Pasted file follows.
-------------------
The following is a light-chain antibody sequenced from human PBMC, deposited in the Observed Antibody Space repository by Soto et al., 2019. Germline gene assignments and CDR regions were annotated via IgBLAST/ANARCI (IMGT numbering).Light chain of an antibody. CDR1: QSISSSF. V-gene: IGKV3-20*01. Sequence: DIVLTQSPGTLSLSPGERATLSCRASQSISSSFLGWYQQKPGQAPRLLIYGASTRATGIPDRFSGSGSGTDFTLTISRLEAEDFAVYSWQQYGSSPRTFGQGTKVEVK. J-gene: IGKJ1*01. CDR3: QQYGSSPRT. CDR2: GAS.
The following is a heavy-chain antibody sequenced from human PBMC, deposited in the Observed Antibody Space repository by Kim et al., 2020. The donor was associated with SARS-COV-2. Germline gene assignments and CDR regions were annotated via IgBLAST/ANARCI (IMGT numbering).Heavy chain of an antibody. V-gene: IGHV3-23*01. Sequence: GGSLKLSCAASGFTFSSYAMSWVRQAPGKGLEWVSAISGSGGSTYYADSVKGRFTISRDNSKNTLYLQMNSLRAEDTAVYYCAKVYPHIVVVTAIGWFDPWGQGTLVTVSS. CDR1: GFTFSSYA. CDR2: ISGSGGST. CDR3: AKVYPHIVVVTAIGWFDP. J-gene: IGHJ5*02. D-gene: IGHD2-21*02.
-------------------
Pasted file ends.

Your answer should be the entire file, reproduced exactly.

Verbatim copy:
The following is a light-chain antibody sequenced from human PBMC, deposited in the Observed Antibody Space repository by Soto et al., 2019. Germline gene assignments and CDR regions were annotated via IgBLAST/ANARCI (IMGT numbering).Light chain of an antibody. CDR1: QSISSSF. V-gene: IGKV3-20*01. Sequence: DIVLTQSPGTLSLSPGERATLSCRASQSISSSFLGWYQQKPGQAPRLLIYGASTRATGIPDRFSGSGSGTDFTLTISRLEAEDFAVYSWQQYGSSPRTFGQGTKVEVK. J-gene: IGKJ1*01. CDR3: QQYGSSPRT. CDR2: GAS.
The following is a heavy-chain antibody sequenced from human PBMC, deposited in the Observed Antibody Space repository by Kim et al., 2020. The donor was associated with SARS-COV-2. Germline gene assignments and CDR regions were annotated via IgBLAST/ANARCI (IMGT numbering).Heavy chain of an antibody. V-gene: IGHV3-23*01. Sequence: GGSLKLSCAASGFTFSSYAMSWVRQAPGKGLEWVSAISGSGGSTYYADSVKGRFTISRDNSKNTLYLQMNSLRAEDTAVYYCAKVYPHIVVVTAIGWFDPWGQGTLVTVSS. CDR1: GFTFSSYA. CDR2: ISGSGGST. CDR3: AKVYPHIVVVTAIGWFDP. J-gene: IGHJ5*02. D-gene: IGHD2-21*02.